Prague Microfestival 2013

5. ročník pražské, plně dvojjazyčné neziskové platformy pro inovativní a translokální tvorbu the 5th issue of Prague's bilingual, non-profit platform for innovative & translocal poetry

PMF 2011 / eng

PMF 2011 took place from May 14 to May 18, 2011 in Krásný ztráty. It featured 23 authors from 8 countries, two concerts and an introductory panel discussion devoted to the topic of translocal literature. The festival was prefaced by a night of prose readings on May 13 in the Prague club Utopia which introduced several Prague anglophone writers (Louis Armand, Thor Garcia, Holly Tavel).

The website of the 4th Annual PMF is accessible under the following link: http://www.praguemicrofestival.com/cs/program.
You can browse the gallery of PMF 2011 on the festival’s photographer Šárka Olehlová’s profile: http://tinyurl.com/d5kr6q6 and here: http://tinyurl.com/c8hftj3.

Among the highlights of PMF 2011 were:

—writers from English-speaking countries, incl. Carla Harryman (US), Barrett Watten (US), Keston Sutherland (UK), Ulli Freer (UK), Sean Bonney (IRL)
—writers from Amsterdam (Jane Lewty, Megan M. Garr) and Berlin (Alistair Noon, Donna
Stonecipher), places with which Prague writers had been developing increasingly close ties
—writers representing the Prague Anglophone scene (Louis Armand, Laura Conway, Stephan Delbos)
—Czech writers, both established (Sylva Fischerová, Josef Straka, Lenka Daňhelová, Martin Skýpala) and of the youngest generation (Dagmar Pokorná, Jan Těsnohlídek)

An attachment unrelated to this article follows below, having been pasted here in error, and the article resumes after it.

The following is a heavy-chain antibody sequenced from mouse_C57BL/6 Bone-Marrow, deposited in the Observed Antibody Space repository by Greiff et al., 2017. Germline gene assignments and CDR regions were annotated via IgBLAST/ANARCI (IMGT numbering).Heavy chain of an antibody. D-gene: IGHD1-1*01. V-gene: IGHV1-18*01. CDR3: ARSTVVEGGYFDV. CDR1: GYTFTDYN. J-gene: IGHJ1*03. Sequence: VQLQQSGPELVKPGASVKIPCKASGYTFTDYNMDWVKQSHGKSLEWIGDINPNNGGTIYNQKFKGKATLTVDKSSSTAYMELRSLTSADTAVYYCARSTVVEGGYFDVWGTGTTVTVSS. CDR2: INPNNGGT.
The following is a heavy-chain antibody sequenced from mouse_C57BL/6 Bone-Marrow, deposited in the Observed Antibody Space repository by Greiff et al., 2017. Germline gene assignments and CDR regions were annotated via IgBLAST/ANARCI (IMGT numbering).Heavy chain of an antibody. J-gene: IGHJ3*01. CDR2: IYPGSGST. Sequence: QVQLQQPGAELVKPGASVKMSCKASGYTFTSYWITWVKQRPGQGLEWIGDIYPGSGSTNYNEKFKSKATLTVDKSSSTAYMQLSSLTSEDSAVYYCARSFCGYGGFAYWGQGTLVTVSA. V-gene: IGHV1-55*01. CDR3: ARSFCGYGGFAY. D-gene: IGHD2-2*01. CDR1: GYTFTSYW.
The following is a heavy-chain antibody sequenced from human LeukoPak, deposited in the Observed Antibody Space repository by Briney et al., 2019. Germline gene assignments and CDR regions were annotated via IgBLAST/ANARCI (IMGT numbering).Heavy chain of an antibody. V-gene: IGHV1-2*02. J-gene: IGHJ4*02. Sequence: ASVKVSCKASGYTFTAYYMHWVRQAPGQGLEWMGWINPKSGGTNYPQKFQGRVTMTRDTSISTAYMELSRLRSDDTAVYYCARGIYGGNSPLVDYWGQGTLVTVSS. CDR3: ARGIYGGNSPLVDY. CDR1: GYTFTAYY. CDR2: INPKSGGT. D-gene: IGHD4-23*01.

—a number of book launches, featuring exciting new titles from Litteraria Pragensia Books, including Stephan Delbos’ anthology of poetry from/about Prague, From a Terrace in Prague, and David Vichnar’s collection of essays on Prague poets, Thresholds
—a book launch of a new translation of Louis Armand’s Letters from Ausland, translated by David Vichnar and published by Petr Štengl
VEER Press from London is one of the festival partners and will be launching several new titles; plans will be made toward publishing a series of translations of new Czech writing
Versal magazine, from Amsterdam, will be holding an event to mark the publication of the
9th issue of their magazine
—the launch of VLAK 2, which is 424 pages of art, literature, criticism from around the world—with features on North Africa and Australia, and a large selection of exciting work by younger Czech poets in translation

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